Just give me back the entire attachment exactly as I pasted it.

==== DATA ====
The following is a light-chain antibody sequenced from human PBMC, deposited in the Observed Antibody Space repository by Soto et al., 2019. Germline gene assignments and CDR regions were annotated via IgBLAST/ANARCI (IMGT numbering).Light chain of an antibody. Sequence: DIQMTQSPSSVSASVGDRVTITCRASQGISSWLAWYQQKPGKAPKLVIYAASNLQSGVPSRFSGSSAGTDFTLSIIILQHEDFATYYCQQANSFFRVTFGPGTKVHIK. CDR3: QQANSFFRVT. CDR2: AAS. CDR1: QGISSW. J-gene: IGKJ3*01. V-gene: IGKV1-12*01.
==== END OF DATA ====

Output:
The following is a light-chain antibody sequenced from human PBMC, deposited in the Observed Antibody Space repository by Soto et al., 2019. Germline gene assignments and CDR regions were annotated via IgBLAST/ANARCI (IMGT numbering).Light chain of an antibody. Sequence: DIQMTQSPSSVSASVGDRVTITCRASQGISSWLAWYQQKPGKAPKLVIYAASNLQSGVPSRFSGSSAGTDFTLSIIILQHEDFATYYCQQANSFFRVTFGPGTKVHIK. CDR3: QQANSFFRVT. CDR2: AAS. CDR1: QGISSW. J-gene: IGKJ3*01. V-gene: IGKV1-12*01.